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Author Topic: I need help reading a russian inscription  (Read 1478 times) Average Rating: 0
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Gunnarr
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« on: November 26, 2012, 12:50:36 PM »

This image:

http://upload.wikimedia.org/wikipedia/commons/0/06/Vasnetsov_Russian_Bishops.jpg

What is said on the bottom, (i assume names) can anyone identify what names?
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Frederic
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« Reply #1 on: November 26, 2012, 01:04:32 PM »

From left to right:

Blessed (Prepodobny) Anthony of the Pecherskaya Lavra, Blessed Sergius of Radonezh, Blessed Theodosius of the Pecherskaya Lavra, Saint Alexi Metropolitan of All Russia, Saint Stephen the Great of Perm, Saint Peter Metropolitan of All Russia.
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« Reply #2 on: November 26, 2012, 01:37:01 PM »

Thank you! Smiley
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mike
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« Reply #3 on: November 26, 2012, 02:45:30 PM »

This is not Russian.
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Gunnarr
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« Reply #4 on: November 26, 2012, 03:37:12 PM »

This is not Russian.

sorry i cannot tell, i just knew the painter was russian
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dzheremi
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« Reply #5 on: November 26, 2012, 03:53:09 PM »

A lot of people make that same mistake. Here is a comparison of the two:

Old Church Slavonic (what is used in that icon):



Modern Russian:


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Frederic
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St Frederick of Utrecht


« Reply #6 on: November 26, 2012, 05:02:32 PM »

I think that "venerable" is a better translation of prepodobny than "blessed". "Blessed" corresponds rather to blazhenny.
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Carl Kraeff (Second Chance)
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« Reply #7 on: November 26, 2012, 05:11:51 PM »

I think that "venerable" is a better translation of prepodobny than "blessed". "Blessed" corresponds rather to blazhenny.

Google Translate interestingly insists on "reverend" for "преподобный." Must be a glitch.
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« Reply #8 on: November 26, 2012, 06:04:27 PM »

I think that "venerable" is a better translation of prepodobny than "blessed". "Blessed" corresponds rather to blazhenny.

Google Translate interestingly insists on "reverend" for "преподобный." Must be a glitch.

Venerable and reverend mean essentially the same thing - just as veneration and reverence are essentially the same.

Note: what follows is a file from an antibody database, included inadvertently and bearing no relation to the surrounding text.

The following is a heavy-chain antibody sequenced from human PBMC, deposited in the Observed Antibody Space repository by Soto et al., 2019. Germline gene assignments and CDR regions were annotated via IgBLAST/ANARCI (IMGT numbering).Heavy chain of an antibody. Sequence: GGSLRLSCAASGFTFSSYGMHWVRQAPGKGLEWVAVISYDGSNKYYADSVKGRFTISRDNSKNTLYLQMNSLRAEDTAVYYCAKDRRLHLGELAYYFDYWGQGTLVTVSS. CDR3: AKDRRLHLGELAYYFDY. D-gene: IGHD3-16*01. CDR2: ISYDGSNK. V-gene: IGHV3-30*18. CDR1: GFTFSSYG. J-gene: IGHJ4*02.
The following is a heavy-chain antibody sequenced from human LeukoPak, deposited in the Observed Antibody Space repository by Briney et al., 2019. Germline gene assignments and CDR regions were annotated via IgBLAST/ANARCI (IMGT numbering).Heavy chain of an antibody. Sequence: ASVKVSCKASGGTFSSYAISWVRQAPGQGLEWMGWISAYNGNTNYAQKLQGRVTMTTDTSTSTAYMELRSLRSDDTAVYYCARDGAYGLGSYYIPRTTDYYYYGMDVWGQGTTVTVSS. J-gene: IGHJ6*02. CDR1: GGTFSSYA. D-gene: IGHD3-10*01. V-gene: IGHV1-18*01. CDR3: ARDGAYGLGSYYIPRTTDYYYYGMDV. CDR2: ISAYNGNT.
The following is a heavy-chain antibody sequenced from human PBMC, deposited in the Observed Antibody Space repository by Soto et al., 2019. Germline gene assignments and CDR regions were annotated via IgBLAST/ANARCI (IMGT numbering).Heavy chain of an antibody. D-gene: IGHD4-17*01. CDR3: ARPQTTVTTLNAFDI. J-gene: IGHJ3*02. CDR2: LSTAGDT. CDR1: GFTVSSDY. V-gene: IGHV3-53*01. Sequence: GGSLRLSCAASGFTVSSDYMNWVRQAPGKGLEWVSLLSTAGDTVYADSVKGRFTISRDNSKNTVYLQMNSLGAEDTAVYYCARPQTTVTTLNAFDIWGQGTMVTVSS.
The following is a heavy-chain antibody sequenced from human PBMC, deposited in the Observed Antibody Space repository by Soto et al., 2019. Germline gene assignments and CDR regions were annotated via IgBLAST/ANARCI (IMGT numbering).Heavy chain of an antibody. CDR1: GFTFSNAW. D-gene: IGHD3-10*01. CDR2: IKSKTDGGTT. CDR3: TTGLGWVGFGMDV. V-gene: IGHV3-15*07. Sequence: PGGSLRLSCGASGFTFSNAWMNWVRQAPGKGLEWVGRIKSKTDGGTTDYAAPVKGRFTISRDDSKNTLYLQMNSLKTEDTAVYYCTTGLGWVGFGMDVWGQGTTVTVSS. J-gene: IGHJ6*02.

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« Reply #9 on: November 26, 2012, 06:41:30 PM »

I think that "venerable" is a better translation of prepodobny than "blessed". "Blessed" corresponds rather to blazhenny.

Google Translate interestingly insists on "reverend" for "преподобный." Must be a glitch.

Venerable and reverend mean essentially the same thing - just as veneration and reverence are essentially the same.

prepodobny = saint monk
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« Reply #10 on: November 26, 2012, 06:50:07 PM »

I think that "venerable" is a better translation of prepodobny than "blessed". "Blessed" corresponds rather to blazhenny.

Google Translate interestingly insists on "reverend" for "преподобный." Must be a glitch.

Venerable and reverend mean essentially the same thing - just as veneration and reverence are essentially the same.

prepodobny = saint monk

Prepodobny/prepodobnaya
is the customary title given to monastic saints who lived to old age, but the word simply means venerable (worthy of reverence). In English, the term venerable old XXXX has been in use for many centuries.
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Frederic
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St Frederick of Utrecht


« Reply #11 on: November 26, 2012, 07:59:53 PM »

And how would you translate святитель?  Smiley
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« Reply #12 on: November 26, 2012, 10:14:01 PM »

And how would you translate святитель?  Smiley

Hierarch. Cвятитель is the usual inscription and liturgical title for bishop-saints.
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« Reply #13 on: November 27, 2012, 01:20:43 AM »

And how would you translate святитель?  Smiley

Hierarch.

saint hierarch
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« Reply #14 on: November 27, 2012, 01:36:18 AM »

I agree except I would put it as: "St. Stephen of Great Perm."
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